The Multilateral System’s Contribution to Peace and Security

Published on 5 December 2014

The rapid review uncovered very little analysis of the contribution of the multilateral system to international development goals on peace and security, especially around its contribution to early warning and upstream conflict prevention.

Much of the literature uncovered was concerned with United Nations (UN) and European Union (EU) cooperation around peacekeeping but did not examine the effectiveness of its contribution. Most of the literature consisted of policy briefs rather than rigorous analysis, although some were the result of academic projects looking into UN-EU multilateral cooperation on peace and security.

This report is in an annotated bibliography style and covers material which has been published since 2010.

The literature broadly suggests that:

  • As a result of the increasingly complex conflict environments, individual actors are unable to achieve goals on peace and security by themselves (Umezawa, 2012; Marcinkowska, 2013; Jaques, 2014). 
  • More joint operations are occurring in order to overcome the challenges posed by complex conflict environments, with joint multilateral action seen to promote more effective and efficient operations (Department of Political Affairs – Security Council Affairs Division, 2010-2011; Kingah and Van Langenhove, 2012; Kille and Hendrickson, 2011; Brett, 2013; Umezawa, 2012; Mikulaschek and Romita, 2011; Tardy, 2013; Yamashita, 2012; Marcinkowska, 2013; Jaques, 2014; Pietz, 2013).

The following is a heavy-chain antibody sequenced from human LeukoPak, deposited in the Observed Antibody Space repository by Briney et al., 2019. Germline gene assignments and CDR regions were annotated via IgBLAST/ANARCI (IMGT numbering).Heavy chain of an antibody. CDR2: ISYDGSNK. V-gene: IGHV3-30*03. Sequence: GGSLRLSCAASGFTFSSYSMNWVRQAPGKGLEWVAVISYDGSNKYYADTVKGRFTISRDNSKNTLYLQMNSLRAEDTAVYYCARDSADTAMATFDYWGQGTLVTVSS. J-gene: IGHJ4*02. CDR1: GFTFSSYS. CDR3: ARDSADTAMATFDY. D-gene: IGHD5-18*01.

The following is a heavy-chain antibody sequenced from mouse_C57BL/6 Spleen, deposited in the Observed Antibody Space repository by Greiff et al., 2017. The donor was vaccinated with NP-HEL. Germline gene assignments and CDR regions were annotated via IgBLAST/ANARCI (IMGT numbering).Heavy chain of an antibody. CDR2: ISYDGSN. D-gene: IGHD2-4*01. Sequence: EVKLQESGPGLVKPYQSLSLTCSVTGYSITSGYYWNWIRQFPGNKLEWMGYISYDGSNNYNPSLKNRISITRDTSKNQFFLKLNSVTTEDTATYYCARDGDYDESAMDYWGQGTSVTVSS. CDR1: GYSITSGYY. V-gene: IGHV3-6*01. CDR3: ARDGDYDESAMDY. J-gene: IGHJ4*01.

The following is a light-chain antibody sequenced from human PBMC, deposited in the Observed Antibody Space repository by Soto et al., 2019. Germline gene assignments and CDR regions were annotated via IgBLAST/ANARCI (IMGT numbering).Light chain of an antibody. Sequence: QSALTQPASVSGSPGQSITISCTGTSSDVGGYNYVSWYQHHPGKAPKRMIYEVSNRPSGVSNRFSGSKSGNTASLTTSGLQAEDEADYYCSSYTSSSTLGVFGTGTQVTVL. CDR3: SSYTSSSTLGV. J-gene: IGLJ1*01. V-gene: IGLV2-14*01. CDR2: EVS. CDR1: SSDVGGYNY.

• Organisations such as the EU have stated their commitment to effective multilateralism to address peace and security goals (Department of Political Affairs – Security Council Affairs Division, 2010-2011; Umezawa, 2012; Smith, 2014; Novosseloff, 2012; Novosseloff, 2011; Tardy, 2013; Fioramonti et al, 2012).The EU also acknowledges the UN as the lead organisation on global peace and security (Umezawa, 2012; Fioramonti et al, 2012).
  • Multilateral cooperation between the UN and regional organisations benefits both parties, as regional organisations gain legitimacy and support from a UN mandate, and the UN gains partners that can fill in gaps in its missions and who often know the context in greater detail (Department of Political Affairs – Security Council Affairs Division, 2010-2011; Kingah and Van Langenhove, 2012; Umezawa, 2012; Smith, 2014; Novosseloff, 2012; Yamashita, 2012; Marcinkowska, 2013; Jaques, 2014). 
  • EU-UN cooperation in Kosovo, the Democratic Republic of Congo (DRC), and Mali are held up as successful examples of such cooperation; as well as joint action in Libya between organisations such as the UN, EU and the Arab League (Fioramonti et al, 2012; Marcinkowska, 2013; Pietz, 2013; Madsen and Pietz, 2014).

However, the literature also highlights a number of challenges faced by the multilateral system in contributing to international goals on peace and security. They include: